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What is confidence? I started wondering about this working at a psychiatric facility called Spring Harbor Hospital. One day I told a doctor that I was interested in confidence, and she said cheerfully, “Oh I can help you with that. I have confidence. I am very competent.”

She and I were working together as a team with one of the patients, a teenage boy. He seemed to be suffering from a profound lack of confidence, and when she said this, I realized two things. Firstly, as a culture we largely believe that confidence is something people have or they do not, like brown eyes. Secondly, we think confidence is competence. Over time, I have come to consider these two ideas as problematic. Certainly they were for that young man in the psychiatric hospital. He did not believe he had confidence and he did not believe he was competent.

I propose that confidence is not either or, but rather on a spectrum. I also propose that confidence does not have to be competence.

In 2006, a Stanford University psychologist, Carol Dweck, PhD, wrote “Mindset: The New Psychology of Success” because she was concerned about public school education in America. Her thesis is that we teach children with what she called a “fixed mindset”. By this she meant we teach young people that success means achieving a goal. The goal being, of course, an A on a paper, 100 on a test, winning a game, etc. She suggested that this “fixed mindset” was inadvertently teaching our youth to believe that they were successes if they got an A and failures if they did not. She saw this as unwise and unhealthy because it was creating perfectionism in some and hopeless apathy in others. Dr. Dweck recommended teaching with a “growth mindset” instead. With a “growth mindset” success is achieved by learning.

I practice cognitive behavioral therapy (CBT) both professionally and personally. The basis of CBT is that it is not the outside world that causes us stress, but how we think about the outside world. The practice of CBT is a step-by-step process of questioning our stressful thoughts, and thereby fits naturally with a “growth mindset”. An example might be helpful to show how practicing CBT also naturally fits with building confidence.

A couple of years ago I got a new Apple MacBook Air laptop computer. It had been a long time since my previous computer and much had changed.  I needed to go to the Apple store to get help. The problem was that I seemed not to be contacting the Genius Bar to get an appointment! The very idea of walking into the Apple store gave me a stomachache. I had no idea why. I knew that I found the very groovy employees intimidating, but that did not explain why I was not making an appointment.

So, I filled out a CBT worksheet and discovered that my negative automatic thought, my stressful thought was this: “I should understand how my computer works.” My whole computer! This, for me, was a very stressful thought. The first question in CBT is simply, is it true? No. How do you feel when you believe this thought? I feel my stomach do a very unsettling somersault. Who would I be without the thought? I would be less panicked, more peaceful. What is an alternative thought? I came upon one that galvanized me into action: “I should understand how my email works.” That was not stressful, that was reasonable, that was possible, that I could do! I called the Genuis Bar and made an appointment. I still felt somewhat nervous, but I was able to take the small step I needed.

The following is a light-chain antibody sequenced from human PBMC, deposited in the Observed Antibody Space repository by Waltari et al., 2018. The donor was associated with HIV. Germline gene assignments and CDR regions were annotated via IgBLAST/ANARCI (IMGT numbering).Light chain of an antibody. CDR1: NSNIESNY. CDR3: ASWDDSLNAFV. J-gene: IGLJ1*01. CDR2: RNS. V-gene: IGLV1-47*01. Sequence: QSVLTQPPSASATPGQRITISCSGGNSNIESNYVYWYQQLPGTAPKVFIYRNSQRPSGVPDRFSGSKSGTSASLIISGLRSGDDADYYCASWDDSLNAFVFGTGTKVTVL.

If one takes a growth mindset to confidence itself, then one can increase one’s confidence. Using CBT we can uncover the stressful thoughts that may be causing our fears. When I questioned my stressful thought I felt a slight increase in my confidence, enough to call the Apple store. Then, when I went into the store and learned how my email worked, I felt another slight increase in my confidence, enough to ask about how one other thing worked on my new computer. And finally, perhaps most importantly, I felt a slight increase in confidence in myself, in my ability to find my stressful thought, to question my stressful thought, and to take a step towards learning how to use technology. However small, I had taken a step, I had grown.

The irony may be that many of us believe we are more liked if we know things, if we are competent. But everyone is not competent in everything. When we share what we don’t know, this makes people around us feel more at ease to share what they don’t know. The doctor who I was working with at Spring Harbor Hospital later shared with me that she felt competent as a doctor but she was a new mother and in this area of her life, parenting an infant, she did not feel competent.

Looking for help with a growth mindset towards our lives asks us to have faith in sharing what we don’t know. This is where happiness is found. We find happiness in the present, in growing, in learning about ourselves and our world.

Dweck, C. S. (2006).  Mindset : the new psychology of success (1st ed.). New York: Random House.

Chand, S.P., Chibnall, J.T. & Slavin, S.J. (2018). Cognitive Behavioral Therapy for Maladaptive Perfectionism in Medical Students: A Preliminary Investigation. Acad Psychiatry 42, 58–61.